And when Harvey Perlman got up in front of the media and announced Coach Osborne as the Athletic Director, Coach got up in front of the press and started telling some stories. And he actually said that in all the time, of all the guys that he’s coached his entire career as the head coach -and even as an assistant coach- that he’d coached a lot of talent and great guys, but he told a story about a player that he met on an airplane when he was flying on a trip from Detroit to Lincoln, and the guy started to say how much his heart changed because of the type of guys that were there, because of the walk-on program and these guys were giving up scholarships and going to this place and what that meant and how it changed his mindset to a team-oriented philosophy, and he said my name. He said, “Doug Colman was a linebacker we recruited out of New Jersey, and all these things really hit me hard,” he said. And I started thinking about that. Of all the people’s names he could have said, mine was the one he mentioned. For me, that hit me so hard. I just got triggered back into, ‘I need to get back to that place and get something going.’ Before that I even had the intern job come up and positions start rolling in a little bit, but I met a lot of those guys on Bo’s staff and a lot of them were previously high school coaches. Carl Pelini, Tim Beck, all those guys started in high school like I did and they worked their way in. So I was excited to get things going again.


Doug Colman (center)
Doug Colman, center (Nebr. Sports Info)


Q: What effect did Coach McBride have on you as a player and coach?

DC: Coach McBride, his whole persona was intimidating early on. You’re coming in and you’re worried about him sticking his foot up your ass and you wanted to do everything right. He was definitely a ‘tough love’ guy. He’d love you once you gained respect and everything else, and even after. As long as he thought you were giving it all, he loved you. And you didn’t even have to be a starter.

Even to this day, he’s still close to all those guys. It was a different time, there was some ‘old school’ coaching during that time as far as ‘get all up in your face and yell at you’, but he was the guy who, right after practice he’d put his arm around you. That was one of the things you’d appreciate. The thing you didn’t like was when a guy yelled at you and didn’t tell you why they were yelling at you, who didn’t explain why they were yelling at you and ignored you. Those are the ones that you always had to watch out for.

Q: So much so that it affects your psyche after a while, right?

DC: Absolutely. You get to the point of, ‘What’s wrong with me? What’s wrong with me? Why does he think I’m so bad? Am I really that bad?’ You go through these things and, honestly, a lot of people have gone through those things for years and it just comes to a point when you say, ‘Wait a second. I’m not the one that’s wrong here. This is the guy who’s messed up. It’s not me.’ And a lot of guys went through that, too. But again, I don’t look back and say, ‘Why, why, why?’ It’s more about everything being a learning experience for me and it allowed me to really try to treat people the right way.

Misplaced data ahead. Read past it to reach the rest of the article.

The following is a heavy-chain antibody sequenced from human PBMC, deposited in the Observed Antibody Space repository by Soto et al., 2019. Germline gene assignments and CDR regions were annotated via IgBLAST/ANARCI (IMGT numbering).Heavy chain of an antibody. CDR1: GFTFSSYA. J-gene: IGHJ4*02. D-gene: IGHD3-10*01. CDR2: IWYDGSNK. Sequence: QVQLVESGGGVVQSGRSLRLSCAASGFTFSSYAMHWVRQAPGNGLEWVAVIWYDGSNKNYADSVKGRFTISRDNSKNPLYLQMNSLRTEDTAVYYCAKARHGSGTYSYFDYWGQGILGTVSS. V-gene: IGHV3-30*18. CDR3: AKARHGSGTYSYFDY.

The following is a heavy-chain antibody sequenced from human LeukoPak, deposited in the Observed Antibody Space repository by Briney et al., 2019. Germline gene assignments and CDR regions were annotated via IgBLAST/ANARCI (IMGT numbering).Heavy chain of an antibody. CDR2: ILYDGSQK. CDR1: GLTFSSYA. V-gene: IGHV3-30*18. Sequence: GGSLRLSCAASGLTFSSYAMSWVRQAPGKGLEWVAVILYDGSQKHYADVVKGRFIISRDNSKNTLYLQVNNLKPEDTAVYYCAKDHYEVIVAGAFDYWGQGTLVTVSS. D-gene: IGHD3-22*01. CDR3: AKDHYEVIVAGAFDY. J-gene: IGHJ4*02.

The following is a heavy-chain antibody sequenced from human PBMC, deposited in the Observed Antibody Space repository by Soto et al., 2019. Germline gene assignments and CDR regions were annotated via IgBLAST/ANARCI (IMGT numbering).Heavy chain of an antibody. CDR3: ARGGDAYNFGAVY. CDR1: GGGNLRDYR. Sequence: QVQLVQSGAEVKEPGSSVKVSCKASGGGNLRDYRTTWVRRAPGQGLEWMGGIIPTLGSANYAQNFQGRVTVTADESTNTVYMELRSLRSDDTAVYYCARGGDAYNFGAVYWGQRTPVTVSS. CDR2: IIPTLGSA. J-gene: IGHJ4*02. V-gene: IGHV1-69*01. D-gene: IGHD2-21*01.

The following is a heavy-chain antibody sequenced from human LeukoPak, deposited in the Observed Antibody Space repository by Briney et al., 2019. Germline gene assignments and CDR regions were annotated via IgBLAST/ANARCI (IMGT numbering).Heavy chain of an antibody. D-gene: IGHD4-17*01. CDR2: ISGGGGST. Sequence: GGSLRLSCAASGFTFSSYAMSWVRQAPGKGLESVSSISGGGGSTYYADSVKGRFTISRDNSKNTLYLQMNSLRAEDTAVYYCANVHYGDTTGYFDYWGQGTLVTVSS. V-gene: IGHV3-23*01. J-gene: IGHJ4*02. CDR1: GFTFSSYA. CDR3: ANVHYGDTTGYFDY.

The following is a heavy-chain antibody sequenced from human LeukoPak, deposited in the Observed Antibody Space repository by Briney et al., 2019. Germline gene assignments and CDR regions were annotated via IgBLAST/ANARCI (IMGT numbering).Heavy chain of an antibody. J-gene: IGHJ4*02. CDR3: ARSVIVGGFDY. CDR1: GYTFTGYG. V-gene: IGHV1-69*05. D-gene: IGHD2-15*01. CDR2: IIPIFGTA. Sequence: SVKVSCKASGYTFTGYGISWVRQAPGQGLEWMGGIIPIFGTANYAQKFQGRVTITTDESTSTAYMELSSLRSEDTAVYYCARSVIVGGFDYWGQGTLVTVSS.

Q: Any other coaches stand out to you from those days?

DC: Everybody had their quirks about them. I really appreciated Ron Brown. Number one, here he is a wide receiver coach, worked with the tight ends and receivers and just what he was able to get those guys to do? We didn’t always have #1 recruit wide receivers. We had transition guys who were quarterbacks or walk-ons -like Jon Vedral- and their dream was to be on that football field, and he’d get them to be relentless guys, just non-stop hitting guys and blocking guys, our wide receivers were so damned physical. People were scared to play us because they were worried about getting cut by these guys, you know? I really respected what he did, what he stood for.


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It was always a big kick for me where somebody’d be cursing or something and Coach Brown would be the first one to stare over at them like, “What are you doing? What are you doing?” You know the type of profanity that goes on in colleges sports from players now; it just didn’t happen in front of the coaches when I played. You did not want to curse in front of Coach Osborne and you did not want to curse in front of Coach Brown.

And now, being able to be on the staff, for me it’s a pretty awesome thing, too. To walk down the hall and have somebody like Coach Brown call you ‘Coach’, too, “Hey, Coach!” The other thing that blows me away is sitting over at the lunch table and here Coach Osborne puts his tray down next to you and sits next to you and starts talking to you. I never had a ‘come up and talk to you’ relationship with Coach Osborne. My relationship was kind of one where you just had so much respect for him. It was almost kind of intimidating, you know? Where you didn’t want to bother him with any of your problems, because you felt like your problems weren’t worth bringing to him. Not that he wasn’t available. He was more available than anyone, you know? I think it was more out of respect for him not to bother him. And he was never the type of guy that wasn’t approachable, but I saw him as this ‘figure’ during that time.

To be continued….